World press split over Medvedev’s move
The events in the Caucasus have again fallen under the spotlight in the world’s media, with a mixture of reactions among journalists, although all agree the situation is complicated.
German daily Berliner Zeitung says: “Wishing Russia isolation was not only funny, but also counter-productive. Russia has again re-emerged as a great power, in an economic sense. Great powers can’t be isolated. They are always involved in big politics. The soothing of dangerous tensions worldwide is not possible without Russia’s participation, it’s impossible to find a solution for Afghanistan, Iran, Iraq, North Korea and also Pakistan, if tensions rise there again.”
In Britain, The Times says: “If the events of the past fortnight in Georgia have demonstrated one thing clearly, it is that Russia will fight if it feels its vital interests are under attack. Mr Miliband needs to think hard before committing Britain to support NATO membership for Georgia and Ukraine. He should look carefully at the widespread Western belief that Russia ”set a trap for Georgia“ in South Ossetia. There was no Russian trap. In recent years Moscow has made it absolutely, publicly and repeatedly clear that if Georgia attacked South Ossetia, Russia would fight.”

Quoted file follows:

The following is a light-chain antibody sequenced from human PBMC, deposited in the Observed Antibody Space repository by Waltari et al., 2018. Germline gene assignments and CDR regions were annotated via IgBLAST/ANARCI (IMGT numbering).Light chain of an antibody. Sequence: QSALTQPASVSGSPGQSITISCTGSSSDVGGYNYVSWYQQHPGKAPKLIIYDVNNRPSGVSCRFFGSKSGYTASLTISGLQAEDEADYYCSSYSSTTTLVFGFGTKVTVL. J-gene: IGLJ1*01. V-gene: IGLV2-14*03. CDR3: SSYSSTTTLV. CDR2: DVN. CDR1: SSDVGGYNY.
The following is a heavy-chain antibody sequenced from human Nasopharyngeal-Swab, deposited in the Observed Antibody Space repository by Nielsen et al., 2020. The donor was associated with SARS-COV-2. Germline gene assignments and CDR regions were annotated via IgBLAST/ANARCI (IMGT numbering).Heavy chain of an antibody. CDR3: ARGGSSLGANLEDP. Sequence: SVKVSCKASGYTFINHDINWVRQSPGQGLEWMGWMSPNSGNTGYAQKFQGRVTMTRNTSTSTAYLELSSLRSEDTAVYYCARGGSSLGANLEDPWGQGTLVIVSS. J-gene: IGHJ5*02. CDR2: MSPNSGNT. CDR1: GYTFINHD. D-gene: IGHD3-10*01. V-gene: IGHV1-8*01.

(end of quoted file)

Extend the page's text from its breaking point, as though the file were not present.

The British business daily Financial Times says: “Mr Medvedev has turned traditional Russian opposition towards self-determination and the integrity of national borders on its head. Russia opposed the independence of Kosovo for that reason. Now it is cynically copying the Kosovo model to score diplomatic points, but the circumstances are very different.”